Kathryn David is the Mellon Assistant Professor of Russian and East European Studies at Vanderbilt University. She completed her PhD at NYU in 2020.
On 12 July 2021, Russian President Vladimir Putin published a historical essay titled “On the Historical Unity of Russians and Ukrainians.” He frames the essay as a follow-up to a comment he made on “Direct Line,” the annual call-in show where Putin answers questions from constituents. On this occasion, Putin characterized Russians and Ukrainians as “a single people” [Rus. voobshche odin narod]. Expanding on his original comment, the Russian president offers a version of historical events suggesting that today’s ruptures between Russians and Ukrainians have no basis in reality, but are instead rooted in artificial divisions constructed and exploited by both foreign powers and the Soviet Union.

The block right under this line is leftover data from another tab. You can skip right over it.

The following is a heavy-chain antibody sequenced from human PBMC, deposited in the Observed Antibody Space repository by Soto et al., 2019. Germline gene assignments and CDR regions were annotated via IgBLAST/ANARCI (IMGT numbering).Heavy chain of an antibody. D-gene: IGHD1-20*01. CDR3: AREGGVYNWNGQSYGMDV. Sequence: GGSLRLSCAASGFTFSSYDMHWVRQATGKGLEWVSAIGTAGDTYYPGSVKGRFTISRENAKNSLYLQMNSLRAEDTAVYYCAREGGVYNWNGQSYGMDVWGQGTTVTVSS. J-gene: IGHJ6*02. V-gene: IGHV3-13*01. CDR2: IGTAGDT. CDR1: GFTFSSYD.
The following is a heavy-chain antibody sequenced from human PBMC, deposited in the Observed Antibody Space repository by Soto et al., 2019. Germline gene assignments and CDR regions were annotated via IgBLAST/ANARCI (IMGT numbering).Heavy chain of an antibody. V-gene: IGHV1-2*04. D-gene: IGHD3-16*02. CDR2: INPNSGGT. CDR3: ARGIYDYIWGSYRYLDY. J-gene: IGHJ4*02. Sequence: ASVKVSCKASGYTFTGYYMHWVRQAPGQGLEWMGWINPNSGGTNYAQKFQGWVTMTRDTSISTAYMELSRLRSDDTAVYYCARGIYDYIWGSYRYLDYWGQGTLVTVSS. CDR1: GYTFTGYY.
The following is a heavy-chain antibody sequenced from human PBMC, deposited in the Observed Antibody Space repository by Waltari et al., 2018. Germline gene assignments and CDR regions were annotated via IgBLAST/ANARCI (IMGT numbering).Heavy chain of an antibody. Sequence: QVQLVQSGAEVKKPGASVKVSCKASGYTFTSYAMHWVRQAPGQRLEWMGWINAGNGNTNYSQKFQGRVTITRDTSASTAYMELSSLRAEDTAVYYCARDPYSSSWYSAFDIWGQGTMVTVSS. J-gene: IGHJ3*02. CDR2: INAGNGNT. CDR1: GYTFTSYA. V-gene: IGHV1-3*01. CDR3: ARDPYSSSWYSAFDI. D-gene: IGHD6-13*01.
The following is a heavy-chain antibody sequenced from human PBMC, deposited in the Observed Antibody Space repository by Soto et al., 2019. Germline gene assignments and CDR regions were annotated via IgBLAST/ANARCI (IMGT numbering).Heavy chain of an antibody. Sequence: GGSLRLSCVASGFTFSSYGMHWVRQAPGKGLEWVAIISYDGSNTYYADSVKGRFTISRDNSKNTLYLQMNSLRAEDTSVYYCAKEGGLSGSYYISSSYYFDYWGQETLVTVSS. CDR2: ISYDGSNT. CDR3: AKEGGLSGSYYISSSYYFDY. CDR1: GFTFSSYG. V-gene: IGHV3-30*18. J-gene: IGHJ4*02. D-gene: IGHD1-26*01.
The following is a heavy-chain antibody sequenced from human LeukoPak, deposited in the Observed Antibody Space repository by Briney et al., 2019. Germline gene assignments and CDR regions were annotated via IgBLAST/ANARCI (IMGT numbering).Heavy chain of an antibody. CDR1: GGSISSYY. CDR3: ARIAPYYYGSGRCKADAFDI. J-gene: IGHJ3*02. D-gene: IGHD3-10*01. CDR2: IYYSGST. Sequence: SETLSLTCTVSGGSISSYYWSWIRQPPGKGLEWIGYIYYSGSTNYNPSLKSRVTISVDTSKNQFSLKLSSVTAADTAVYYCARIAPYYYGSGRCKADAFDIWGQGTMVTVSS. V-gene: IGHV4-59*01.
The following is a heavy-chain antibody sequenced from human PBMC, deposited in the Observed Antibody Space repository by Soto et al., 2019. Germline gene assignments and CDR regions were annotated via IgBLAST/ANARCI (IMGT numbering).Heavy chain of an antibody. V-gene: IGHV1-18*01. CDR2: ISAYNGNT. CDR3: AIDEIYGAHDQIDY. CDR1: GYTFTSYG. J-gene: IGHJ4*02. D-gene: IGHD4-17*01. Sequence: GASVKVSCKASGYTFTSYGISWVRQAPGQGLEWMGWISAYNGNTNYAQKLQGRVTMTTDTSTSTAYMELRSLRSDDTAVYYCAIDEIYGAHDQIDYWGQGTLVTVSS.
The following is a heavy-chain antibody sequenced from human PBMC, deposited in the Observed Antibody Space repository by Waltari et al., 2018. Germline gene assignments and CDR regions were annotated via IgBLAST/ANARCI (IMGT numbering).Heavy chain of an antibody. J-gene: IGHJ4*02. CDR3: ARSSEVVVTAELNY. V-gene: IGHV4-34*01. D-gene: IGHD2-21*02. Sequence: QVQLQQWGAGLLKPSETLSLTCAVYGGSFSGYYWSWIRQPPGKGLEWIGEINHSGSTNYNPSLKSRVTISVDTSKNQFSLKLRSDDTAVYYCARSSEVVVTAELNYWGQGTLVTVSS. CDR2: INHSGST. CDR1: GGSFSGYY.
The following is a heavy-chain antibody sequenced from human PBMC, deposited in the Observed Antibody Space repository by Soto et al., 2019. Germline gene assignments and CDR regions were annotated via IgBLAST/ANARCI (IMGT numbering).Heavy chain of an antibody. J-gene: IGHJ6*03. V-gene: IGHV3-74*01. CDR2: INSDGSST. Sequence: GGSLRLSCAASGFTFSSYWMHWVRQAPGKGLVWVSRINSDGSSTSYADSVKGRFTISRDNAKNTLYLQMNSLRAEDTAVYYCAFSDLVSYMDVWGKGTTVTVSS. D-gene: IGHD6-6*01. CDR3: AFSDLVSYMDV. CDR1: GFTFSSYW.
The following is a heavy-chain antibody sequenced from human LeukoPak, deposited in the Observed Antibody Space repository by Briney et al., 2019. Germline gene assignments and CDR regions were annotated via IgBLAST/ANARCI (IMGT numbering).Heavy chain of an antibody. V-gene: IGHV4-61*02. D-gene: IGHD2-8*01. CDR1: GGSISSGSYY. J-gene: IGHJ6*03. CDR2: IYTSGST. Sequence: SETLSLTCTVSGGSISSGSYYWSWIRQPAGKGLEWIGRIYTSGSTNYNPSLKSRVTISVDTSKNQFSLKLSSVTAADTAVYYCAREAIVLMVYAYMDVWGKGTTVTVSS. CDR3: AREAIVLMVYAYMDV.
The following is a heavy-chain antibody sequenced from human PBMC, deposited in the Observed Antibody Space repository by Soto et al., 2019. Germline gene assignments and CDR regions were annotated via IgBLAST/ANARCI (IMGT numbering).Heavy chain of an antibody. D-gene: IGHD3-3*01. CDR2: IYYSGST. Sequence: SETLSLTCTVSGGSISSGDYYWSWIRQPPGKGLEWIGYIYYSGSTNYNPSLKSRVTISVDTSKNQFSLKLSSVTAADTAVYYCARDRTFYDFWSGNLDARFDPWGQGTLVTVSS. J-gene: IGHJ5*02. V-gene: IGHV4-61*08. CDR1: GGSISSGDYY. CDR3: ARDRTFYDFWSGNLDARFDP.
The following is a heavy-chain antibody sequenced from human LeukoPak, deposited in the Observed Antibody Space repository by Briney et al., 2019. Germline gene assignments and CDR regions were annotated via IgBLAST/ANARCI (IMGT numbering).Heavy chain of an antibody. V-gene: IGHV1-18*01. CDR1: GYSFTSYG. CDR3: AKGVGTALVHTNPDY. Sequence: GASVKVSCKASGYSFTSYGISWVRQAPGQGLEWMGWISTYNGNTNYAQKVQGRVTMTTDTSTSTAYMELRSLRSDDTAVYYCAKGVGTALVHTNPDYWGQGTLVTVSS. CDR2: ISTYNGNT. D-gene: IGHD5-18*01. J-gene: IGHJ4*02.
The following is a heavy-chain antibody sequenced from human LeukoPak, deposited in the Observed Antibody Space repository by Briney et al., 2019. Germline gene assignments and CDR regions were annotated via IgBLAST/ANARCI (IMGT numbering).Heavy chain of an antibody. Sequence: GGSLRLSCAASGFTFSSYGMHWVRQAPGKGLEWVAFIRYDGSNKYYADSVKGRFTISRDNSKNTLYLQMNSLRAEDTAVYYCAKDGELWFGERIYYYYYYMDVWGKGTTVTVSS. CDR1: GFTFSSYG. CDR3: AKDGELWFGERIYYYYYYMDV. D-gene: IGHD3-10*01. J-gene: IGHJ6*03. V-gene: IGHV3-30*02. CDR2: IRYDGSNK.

Putin’s version of history is exactly as skewed as we might expect given that Russian and Ukraine are at war. It’s also nothing new. As Alexei Miller and other historians have pointed out, Putin’s analysis draws on centuries-old ideas about a shared Russian (Rus’) culture and history applying to the Russian, Ukrainian, and Belarussian peoples. Putin’s essay is notable not for its content, but for his decision to promote these particular ideas at this moment in time.
“On the Historical Unity” is not the first sweeping interpretation of Russian-Ukrainian relations to signal a possible reset in the region. On 12 January 1954, an article titled “Theses on the 300th anniversary of the reunification of Ukraine with Russia” appeared in Pravda, signaling its adoption as an official historical narrative by the Central Committee of the Communist Party.
The 1954 narrative closely resembles the one Putin presented last week. Both essays imagine the medieval kingdom of Kyivan Rus’ as the origin of the modern Russian state and argue that it was foreign interventions by Poles, Turks, and Germans that pulled apart the unity of the “Rus’ peoples.” Both essays point to a common culture and language that Russia strived to preserve, ensuring the three peoples in question remained unified despite the borders and nationalist activists that repeatedly attempted to divide them.